Social Justice Cross-Conference Teams
As we continue to grow the social justice network across Canada, challenges remain at the conference and council level. The revised national statutes of the Society include social justice as a recommended agenda item at every meeting. The National Council also supports appointing social justice reps at every council/conference. Even if your conference has a social justice rep, it is often difficult to have more than a few minutes at the conference meeting to discuss social justice. In addition, the level of interest and knowledge at the conference level can be minimal.
Therefore, the concept of having a council level social justice committee which has reps from as many conferences as possible is a viable and positive option. If we use the term cross-conference it emphasizes the inclusion of all conferences coming together to discuss a common issue.
The goal of the cross-conference social justice committee is to bring together like minded members wanting to work together in a manner that is collaborative, structured and organized. In addition to discussions and actions regarding social justice issues, this committee should also strive to change the culture of the conference and council from a focus on transactional charity to a social justice relational ministry approach.
A cross-conference team model would permit to break down silos between conferences, and allow emerging leaders to interact with others wanting to work together on common structural causes. Some presidents resist working beyond an action based transactional charity approach, and are blocking the potential of interested members, as well as future members, who want to do more to better serve persons in need.
The cross-conference team allows members to come together to focus on common goals and projects and to bring these lessons learned back to their conferences. Successes, challenges, solutions and future action steps are discussed as a team. They feel supported and they belong to a team working together to move forward with the social justice movement.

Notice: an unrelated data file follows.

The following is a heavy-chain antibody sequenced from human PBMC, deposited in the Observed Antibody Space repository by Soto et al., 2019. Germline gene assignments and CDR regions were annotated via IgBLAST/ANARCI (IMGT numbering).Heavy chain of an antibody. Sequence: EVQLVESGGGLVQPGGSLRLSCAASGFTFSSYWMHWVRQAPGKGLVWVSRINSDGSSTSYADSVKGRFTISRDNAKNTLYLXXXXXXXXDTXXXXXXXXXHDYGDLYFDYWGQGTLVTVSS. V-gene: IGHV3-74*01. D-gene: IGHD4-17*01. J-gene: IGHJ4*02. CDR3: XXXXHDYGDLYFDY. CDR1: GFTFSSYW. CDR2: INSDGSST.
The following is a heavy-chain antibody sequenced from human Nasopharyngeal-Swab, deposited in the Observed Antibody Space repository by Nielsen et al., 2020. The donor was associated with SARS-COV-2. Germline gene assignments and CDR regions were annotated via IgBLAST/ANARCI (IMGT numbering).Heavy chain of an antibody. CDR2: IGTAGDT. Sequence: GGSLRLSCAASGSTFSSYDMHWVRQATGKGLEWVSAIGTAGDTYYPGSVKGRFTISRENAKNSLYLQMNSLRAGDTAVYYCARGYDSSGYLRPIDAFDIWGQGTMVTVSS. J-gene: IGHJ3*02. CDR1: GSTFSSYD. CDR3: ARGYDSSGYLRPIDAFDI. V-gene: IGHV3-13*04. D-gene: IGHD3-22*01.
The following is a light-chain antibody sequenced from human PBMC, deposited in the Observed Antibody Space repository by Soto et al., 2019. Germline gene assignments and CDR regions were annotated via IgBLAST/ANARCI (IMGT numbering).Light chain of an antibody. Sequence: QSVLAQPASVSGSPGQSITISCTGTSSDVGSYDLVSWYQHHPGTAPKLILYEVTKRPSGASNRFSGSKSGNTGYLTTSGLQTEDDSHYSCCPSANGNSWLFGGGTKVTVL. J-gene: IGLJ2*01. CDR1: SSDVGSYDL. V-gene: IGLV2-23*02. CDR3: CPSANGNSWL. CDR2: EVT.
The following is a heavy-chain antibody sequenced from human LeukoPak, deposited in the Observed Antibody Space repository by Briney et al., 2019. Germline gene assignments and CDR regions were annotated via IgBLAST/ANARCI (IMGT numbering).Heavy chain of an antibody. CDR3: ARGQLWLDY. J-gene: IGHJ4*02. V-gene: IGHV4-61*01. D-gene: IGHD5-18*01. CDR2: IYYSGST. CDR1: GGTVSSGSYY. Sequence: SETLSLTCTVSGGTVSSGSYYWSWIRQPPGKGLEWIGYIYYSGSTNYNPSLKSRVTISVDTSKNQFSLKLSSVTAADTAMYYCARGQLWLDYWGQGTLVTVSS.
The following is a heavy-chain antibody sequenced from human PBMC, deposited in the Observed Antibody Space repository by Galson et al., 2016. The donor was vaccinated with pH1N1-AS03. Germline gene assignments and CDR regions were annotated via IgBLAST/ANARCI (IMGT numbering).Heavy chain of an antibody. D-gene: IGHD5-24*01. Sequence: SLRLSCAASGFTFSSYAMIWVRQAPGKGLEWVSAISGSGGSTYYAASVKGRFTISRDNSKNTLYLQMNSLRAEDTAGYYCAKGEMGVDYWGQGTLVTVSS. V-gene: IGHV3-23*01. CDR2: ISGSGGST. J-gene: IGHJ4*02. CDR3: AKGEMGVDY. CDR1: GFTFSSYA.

The team approach can identify various actions and projects and develop a common and consistent approach which they can also take back to their conference. If the social justice reps can develop a consistent approach to social justice which they take back to their membership it could well lead to more members joining this movement.
I would encourage all councils to consider starting this social justice team approach, even if it starts with only a few conference reps. If you already have a social justice committee, this team approach with regular meetings is an essential component of on-going success.
The cross-conference team concept was pioneered in the Halton, Ontario Particular council and has been very successful in achieving a high level of success. The Halton model includes 10 of 13 conferences currently and they continue to encourage the others to join. The team meets monthly except for July, August and December. They use the “taste and see “approach where anyone with an interest in social justice is welcome to attend a meeting. This cross-conference team discusses possible projects and actions as well as current issues that may require advocacy. There is also time to share various resources that each conference is aware of. This forum has allowed the Halton team to work and mature collectively in their roles of informed navigators, being the link from awareness to access to programs, opportunities and services that can help the family move towards a healthier and more sustainable lifestyle. Some of the projects Halton has discussed and developed include the RESP/Canada Learning Bond, Dental programs, Recreation, Registered Disability Savings Plan and student assistance programs. The Halton team effort demonstrates what we can accomplish within the group dynamic of the social justice cross-conference team approach. While the Halton council president does not attend team meetings, she is an active supporter of the team and is apprised of the meeting through the minutes. This format also encourages other members to lead the team. I would like to recommend that every council or existing social justice committee consider adopting a similar format to the Halton cross-conference team approach.
Finally, an excellent project for all social justice teams, committees and reps is to take an active part in our 3-year national housing campaign. The campaign theme is “Safe, Secure and Affordable Housing is a Human Right” is certainly one that can be enhanced by the local grass roots participation of our membership. Please advocate within your council/conference for a discussion about how you may be involved.
Jim Paddon, Chair
National Social Justice Committee